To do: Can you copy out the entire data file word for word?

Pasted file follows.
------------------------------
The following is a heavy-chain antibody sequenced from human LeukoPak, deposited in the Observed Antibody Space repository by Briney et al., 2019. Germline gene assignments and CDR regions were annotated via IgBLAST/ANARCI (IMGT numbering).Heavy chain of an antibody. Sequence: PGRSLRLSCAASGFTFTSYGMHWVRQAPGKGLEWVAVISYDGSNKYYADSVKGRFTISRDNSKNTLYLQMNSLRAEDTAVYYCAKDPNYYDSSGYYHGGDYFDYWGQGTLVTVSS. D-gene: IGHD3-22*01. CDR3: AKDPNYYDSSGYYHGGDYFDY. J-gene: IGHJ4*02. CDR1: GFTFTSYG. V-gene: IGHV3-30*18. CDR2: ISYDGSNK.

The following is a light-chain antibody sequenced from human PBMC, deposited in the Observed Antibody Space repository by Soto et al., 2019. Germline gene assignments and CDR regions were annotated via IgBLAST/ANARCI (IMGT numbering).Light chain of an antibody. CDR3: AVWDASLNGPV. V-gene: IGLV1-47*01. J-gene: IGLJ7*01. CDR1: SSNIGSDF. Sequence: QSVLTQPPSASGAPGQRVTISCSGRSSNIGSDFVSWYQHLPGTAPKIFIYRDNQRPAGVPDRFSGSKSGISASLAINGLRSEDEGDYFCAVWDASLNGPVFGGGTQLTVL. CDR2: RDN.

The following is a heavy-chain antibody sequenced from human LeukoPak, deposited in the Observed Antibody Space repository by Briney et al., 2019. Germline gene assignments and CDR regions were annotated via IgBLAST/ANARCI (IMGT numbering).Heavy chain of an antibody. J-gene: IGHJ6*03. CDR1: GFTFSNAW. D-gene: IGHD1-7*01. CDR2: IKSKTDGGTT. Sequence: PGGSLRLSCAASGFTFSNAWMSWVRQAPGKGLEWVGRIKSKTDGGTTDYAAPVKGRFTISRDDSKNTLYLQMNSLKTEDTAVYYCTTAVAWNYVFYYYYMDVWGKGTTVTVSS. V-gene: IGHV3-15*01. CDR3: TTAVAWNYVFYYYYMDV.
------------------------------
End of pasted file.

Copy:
The following is a heavy-chain antibody sequenced from human LeukoPak, deposited in the Observed Antibody Space repository by Briney et al., 2019. Germline gene assignments and CDR regions were annotated via IgBLAST/ANARCI (IMGT numbering).Heavy chain of an antibody. Sequence: PGRSLRLSCAASGFTFTSYGMHWVRQAPGKGLEWVAVISYDGSNKYYADSVKGRFTISRDNSKNTLYLQMNSLRAEDTAVYYCAKDPNYYDSSGYYHGGDYFDYWGQGTLVTVSS. D-gene: IGHD3-22*01. CDR3: AKDPNYYDSSGYYHGGDYFDY. J-gene: IGHJ4*02. CDR1: GFTFTSYG. V-gene: IGHV3-30*18. CDR2: ISYDGSNK.

The following is a light-chain antibody sequenced from human PBMC, deposited in the Observed Antibody Space repository by Soto et al., 2019. Germline gene assignments and CDR regions were annotated via IgBLAST/ANARCI (IMGT numbering).Light chain of an antibody. CDR3: AVWDASLNGPV. V-gene: IGLV1-47*01. J-gene: IGLJ7*01. CDR1: SSNIGSDF. Sequence: QSVLTQPPSASGAPGQRVTISCSGRSSNIGSDFVSWYQHLPGTAPKIFIYRDNQRPAGVPDRFSGSKSGISASLAINGLRSEDEGDYFCAVWDASLNGPVFGGGTQLTVL. CDR2: RDN.

The following is a heavy-chain antibody sequenced from human LeukoPak, deposited in the Observed Antibody Space repository by Briney et al., 2019. Germline gene assignments and CDR regions were annotated via IgBLAST/ANARCI (IMGT numbering).Heavy chain of an antibody. J-gene: IGHJ6*03. CDR1: GFTFSNAW. D-gene: IGHD1-7*01. CDR2: IKSKTDGGTT. Sequence: PGGSLRLSCAASGFTFSNAWMSWVRQAPGKGLEWVGRIKSKTDGGTTDYAAPVKGRFTISRDDSKNTLYLQMNSLKTEDTAVYYCTTAVAWNYVFYYYYMDVWGKGTTVTVSS. V-gene: IGHV3-15*01. CDR3: TTAVAWNYVFYYYYMDV.